Verification readiness, as the term suggests, is the extent to which the Measured Entity (ME) is ready to undergo a B-BBEE verification by a SANAS accredited B-BBEE rating agency. Where an ME complies with the sub-minimum criteria in all Priority Elements, a score of 40 points on the B-BBEE Scorecard will render such ME B-BBEE Compliant, whilst a score of 39.99 will not.
To explain the importance of verification readiness it is helpful to first have a better understanding of what B-BBEE verification is and how it is supposed to be conducted.
When an ME wants or needs to participate in B-BBEE it will need to implement B-BBEE initiatives according to the relevant legislation and regulation. This is done over the course of the ME’s financial year. Once completed, the ME will have to engage with a SANAS accredited rating agency to have its B-BBEE compliance measured. B-BBEE compliance is always measured retrospectively, according to how the ME has performed during the past 12 months of its most recent completed financial year.
The overall aim of B-BEE verification according to the SANAS R47-3 is to give confidence to all parties that rely upon the verification. This is done by assessing, verifying, and validating both disclosed and undisclosed B-BBEE-related information of measured entities, in an open and impartial manner.
The nature of verification therefore prohibits the rating agency from presuming any claim made by an ME to be true or to be false. Neither does it allow the rating agency to factor in the ME’s perceived trustworthiness. It is therefore the rating agency’s task to verify the evidence objectively and determine to what extent it proves the claim of the ME. The ME therefore has the responsibility to provide any necessary supporting evidence to demonstrate with reasonable and sufficient certainty that the initiatives it implemented did in fact happen as claimed.
Verification readiness is therefore the process by which the ME prepares its supporting evidence for submission to the rating agency for verification, to have certainty and confidence that it would achieve its desired score and corresponding level.
For an ME to be ready for verification, the quality and quantity of its supporting evidence must pass the following verification assessments:
The documents in and of themselves will be verified to be reliable and not forgeries. Part of this test is also to determine whether the documents could have been tampered with or inadvertently changed in the path of transmission. Lasty the rating agency will also determine if the documents come from a reliable and/or authoritative source.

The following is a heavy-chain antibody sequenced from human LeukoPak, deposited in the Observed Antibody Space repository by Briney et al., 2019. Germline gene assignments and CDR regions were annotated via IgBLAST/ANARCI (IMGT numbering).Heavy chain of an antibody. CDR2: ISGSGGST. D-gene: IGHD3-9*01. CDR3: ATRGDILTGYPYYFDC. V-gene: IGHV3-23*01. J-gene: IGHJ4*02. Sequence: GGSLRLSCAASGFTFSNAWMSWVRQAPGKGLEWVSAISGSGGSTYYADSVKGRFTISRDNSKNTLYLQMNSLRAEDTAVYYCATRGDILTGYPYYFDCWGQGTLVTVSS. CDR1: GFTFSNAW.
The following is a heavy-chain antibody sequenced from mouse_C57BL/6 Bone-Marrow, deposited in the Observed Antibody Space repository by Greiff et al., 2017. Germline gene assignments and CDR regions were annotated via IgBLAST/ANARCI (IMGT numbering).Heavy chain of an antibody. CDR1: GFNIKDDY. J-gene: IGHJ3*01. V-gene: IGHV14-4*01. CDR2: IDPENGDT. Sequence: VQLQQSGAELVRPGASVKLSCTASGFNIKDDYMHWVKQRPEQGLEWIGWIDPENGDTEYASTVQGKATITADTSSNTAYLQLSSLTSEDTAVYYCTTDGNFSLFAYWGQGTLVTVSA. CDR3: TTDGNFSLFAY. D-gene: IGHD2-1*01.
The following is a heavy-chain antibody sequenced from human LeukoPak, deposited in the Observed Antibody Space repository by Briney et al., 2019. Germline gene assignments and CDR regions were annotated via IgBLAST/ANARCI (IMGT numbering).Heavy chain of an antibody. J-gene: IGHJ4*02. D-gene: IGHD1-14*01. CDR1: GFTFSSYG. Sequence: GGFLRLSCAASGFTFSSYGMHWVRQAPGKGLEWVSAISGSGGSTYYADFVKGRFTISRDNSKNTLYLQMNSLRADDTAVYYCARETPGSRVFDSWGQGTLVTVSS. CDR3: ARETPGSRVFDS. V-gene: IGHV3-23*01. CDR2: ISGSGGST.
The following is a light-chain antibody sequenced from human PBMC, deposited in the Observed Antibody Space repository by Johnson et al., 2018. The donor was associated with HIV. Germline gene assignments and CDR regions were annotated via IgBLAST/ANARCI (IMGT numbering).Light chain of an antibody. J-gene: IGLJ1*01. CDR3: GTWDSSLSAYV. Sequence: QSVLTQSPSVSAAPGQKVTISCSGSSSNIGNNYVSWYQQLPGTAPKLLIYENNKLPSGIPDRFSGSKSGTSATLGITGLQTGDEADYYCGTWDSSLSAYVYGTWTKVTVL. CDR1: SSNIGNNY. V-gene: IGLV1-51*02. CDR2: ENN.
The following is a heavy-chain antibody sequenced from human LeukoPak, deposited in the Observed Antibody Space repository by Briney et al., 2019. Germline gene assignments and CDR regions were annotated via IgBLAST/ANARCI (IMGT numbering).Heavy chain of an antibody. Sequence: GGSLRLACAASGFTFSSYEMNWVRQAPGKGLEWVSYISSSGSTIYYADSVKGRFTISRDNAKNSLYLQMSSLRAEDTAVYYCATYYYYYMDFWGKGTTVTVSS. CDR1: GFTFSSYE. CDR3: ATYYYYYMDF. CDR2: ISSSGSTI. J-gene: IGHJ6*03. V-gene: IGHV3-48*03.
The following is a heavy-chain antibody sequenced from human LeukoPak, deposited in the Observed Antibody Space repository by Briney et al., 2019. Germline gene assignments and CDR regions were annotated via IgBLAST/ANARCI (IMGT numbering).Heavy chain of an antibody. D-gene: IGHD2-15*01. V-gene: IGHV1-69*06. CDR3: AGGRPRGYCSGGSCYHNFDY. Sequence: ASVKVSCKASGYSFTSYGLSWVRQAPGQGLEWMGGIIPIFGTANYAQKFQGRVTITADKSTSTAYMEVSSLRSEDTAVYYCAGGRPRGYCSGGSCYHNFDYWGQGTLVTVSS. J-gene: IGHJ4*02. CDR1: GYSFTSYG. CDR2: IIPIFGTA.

Relevance to the claim
The documents must be relevant to the claim and must provide evidence of the specific initiative being claimed and not an adjacent irrelevant matter. A helpful example of this would be to provide an apprentice’s CV as supporting evidence. Although it may be a requirement for the SETA, it is irrelevant to the claim, since it would be the apprenticeship contract/agreement and the proof of registration thereof at the SETA that would serve as proof and the CV is irrelevant.
Conformance to B-BBEE regulation and requirements
It is paramount that any initiative implemented by the ME conforms to the requirements of the B-BBEE regulation and is not disqualified from contributing towards the ME’s B-BBEE status. The supporting evidence must therefore contain
Level of certainty
The rating agency will determine the level of certainty or assurance that a document provides and will then determine whether additional supporting documents are required. The rating agency must also determine that all aspects of the claim have been substantiated.
Correct calculation of scores
The rating agency must obtain a sufficient amount of appropriate relevant evidence to be able to calculate the MEs score according to the formulas and principles in the B-BBEE regulation.
The importance of verification readiness
As illustrated above, verification readiness is very important and not as simple as some may think. The risk for an unprepared ME that engages with a B-BBEE rating agency is that it does not achieve its required score or B-BBEE recognition level. This could most likely also result in financial losses and disappointing unsatisfactory verification experiences. It is common practice for MEs to appoint B-BBEE consultants to prepare its portfolio of evidence and to ensure that the ME is ready for verification. Depending on the MEs own knowledge and capacity, this would surely be a recommended practice.
Credit: Henk Coetzee, Director of Aequitas BEE Verification